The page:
The University of Winchester’s Department of Archaeology has been deeply affected by the outbreak of war in Georgia. A team of British archaeologists had been on an expedition to Georgia to excavate a site in rural Mingrelia, near the city of Senaki, shortly before the hostilities began. All of the team returned before the war started, however they fear for the safety of their Georgian colleagues.The British team, part of the Anglo-Georgian Expedition to Nokalakevi (AGEN) co-directed by University of Winchester archaeologist Dr Paul Everill, included 10 students from universities across the UK and seven experienced archaeological and specialist staff. AGEN takes British students annually to Georgia to excavate alongside Georgian archaeologists, students and volunteers.
“Fortunately, the last of our British team had left the day before the conflict began – but we are still deeply concerned for our colleagues and friends living in Georgia,” explained Dr Everill, who has been Co-Director of AGEN since 2002.
Dr Everill directed the recent excavation, which ran from 4 July-1 August at the historic fortified site of Nokalakevi, Mingrelia. The conflict first broke out on 7 August.
“We were aware of heightened military activity during the recent excavation, but we did not feel particularly threatened,” Dr Everill commented. “It was obvious there was a fair bit of tension, but there was no way of knowing what was about to happen. We have recently started to get word from our colleagues in Georgia. An email on the 20 August said that Russian troops have actually been in Nokalakevi itself, but the picture is far from complete and very worrying.”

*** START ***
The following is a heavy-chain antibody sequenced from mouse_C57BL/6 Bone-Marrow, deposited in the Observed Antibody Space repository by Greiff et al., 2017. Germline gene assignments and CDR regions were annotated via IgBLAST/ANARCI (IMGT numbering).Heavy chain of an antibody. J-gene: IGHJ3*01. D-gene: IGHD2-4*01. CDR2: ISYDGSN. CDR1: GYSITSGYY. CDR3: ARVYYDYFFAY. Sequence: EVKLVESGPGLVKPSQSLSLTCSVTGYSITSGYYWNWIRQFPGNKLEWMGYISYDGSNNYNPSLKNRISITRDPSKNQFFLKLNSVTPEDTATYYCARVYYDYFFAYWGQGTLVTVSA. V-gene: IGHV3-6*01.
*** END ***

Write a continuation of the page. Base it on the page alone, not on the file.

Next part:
Earlier this summer, the University of Winchester began working with the Georgian Archaeology Commission to help set new standards and programme specifications for archaeology courses at Georgian universities. Dr Everill has been strengthening links between Winchester and Georgian universities over the past months, working towards future student placement schemes and Winchester’s growing involvement with AGEN.
“A small, regional museum in Nokalakevi houses much of the material that we have excavated over the years, and of course there is a concern the museum might become a target for looting,” Dr Everill said. “A few years ago £1,500 was raised to help repair the local museum and our ‘dig house’. It is heartbreaking to think that this good work might have been undone, but of course our main concern is for our friends and colleagues in Georgia.
“We are an expedition of archaeologists and historians, but we all share a love of Georgia, its culture and its people. We hope to find some way of raising whatever funds we can to eventually help the country rebuild.”